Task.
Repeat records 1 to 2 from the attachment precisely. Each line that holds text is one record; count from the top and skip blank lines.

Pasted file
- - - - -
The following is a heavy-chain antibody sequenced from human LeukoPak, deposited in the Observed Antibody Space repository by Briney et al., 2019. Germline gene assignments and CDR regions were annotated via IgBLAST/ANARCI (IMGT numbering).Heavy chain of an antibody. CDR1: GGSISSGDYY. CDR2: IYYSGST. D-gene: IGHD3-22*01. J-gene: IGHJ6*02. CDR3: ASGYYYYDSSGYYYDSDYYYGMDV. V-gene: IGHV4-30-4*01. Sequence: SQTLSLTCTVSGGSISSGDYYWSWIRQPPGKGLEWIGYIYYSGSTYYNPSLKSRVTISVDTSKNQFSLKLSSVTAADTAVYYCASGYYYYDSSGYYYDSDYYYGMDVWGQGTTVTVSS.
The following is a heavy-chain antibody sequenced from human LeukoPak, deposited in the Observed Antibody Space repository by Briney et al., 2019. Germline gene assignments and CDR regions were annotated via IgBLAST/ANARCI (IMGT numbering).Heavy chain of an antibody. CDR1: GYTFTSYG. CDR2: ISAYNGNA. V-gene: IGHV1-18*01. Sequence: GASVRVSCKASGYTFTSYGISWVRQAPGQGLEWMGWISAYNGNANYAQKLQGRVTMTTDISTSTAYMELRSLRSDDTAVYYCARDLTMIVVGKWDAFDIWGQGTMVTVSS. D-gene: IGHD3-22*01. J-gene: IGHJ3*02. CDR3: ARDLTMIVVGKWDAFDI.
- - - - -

The following is a heavy-chain antibody sequenced from human LeukoPak, deposited in the Observed Antibody Space repository by Briney et al., 2019. Germline gene assignments and CDR regions were annotated via IgBLAST/ANARCI (IMGT numbering).Heavy chain of an antibody. CDR1: GGSISSGDYY. CDR2: IYYSGST. D-gene: IGHD3-22*01. J-gene: IGHJ6*02. CDR3: ASGYYYYDSSGYYYDSDYYYGMDV. V-gene: IGHV4-30-4*01. Sequence: SQTLSLTCTVSGGSISSGDYYWSWIRQPPGKGLEWIGYIYYSGSTYYNPSLKSRVTISVDTSKNQFSLKLSSVTAADTAVYYCASGYYYYDSSGYYYDSDYYYGMDVWGQGTTVTVSS.
The following is a heavy-chain antibody sequenced from human LeukoPak, deposited in the Observed Antibody Space repository by Briney et al., 2019. Germline gene assignments and CDR regions were annotated via IgBLAST/ANARCI (IMGT numbering).Heavy chain of an antibody. CDR1: GYTFTSYG. CDR2: ISAYNGNA. V-gene: IGHV1-18*01. Sequence: GASVRVSCKASGYTFTSYGISWVRQAPGQGLEWMGWISAYNGNANYAQKLQGRVTMTTDISTSTAYMELRSLRSDDTAVYYCARDLTMIVVGKWDAFDIWGQGTMVTVSS. D-gene: IGHD3-22*01. J-gene: IGHJ3*02. CDR3: ARDLTMIVVGKWDAFDI.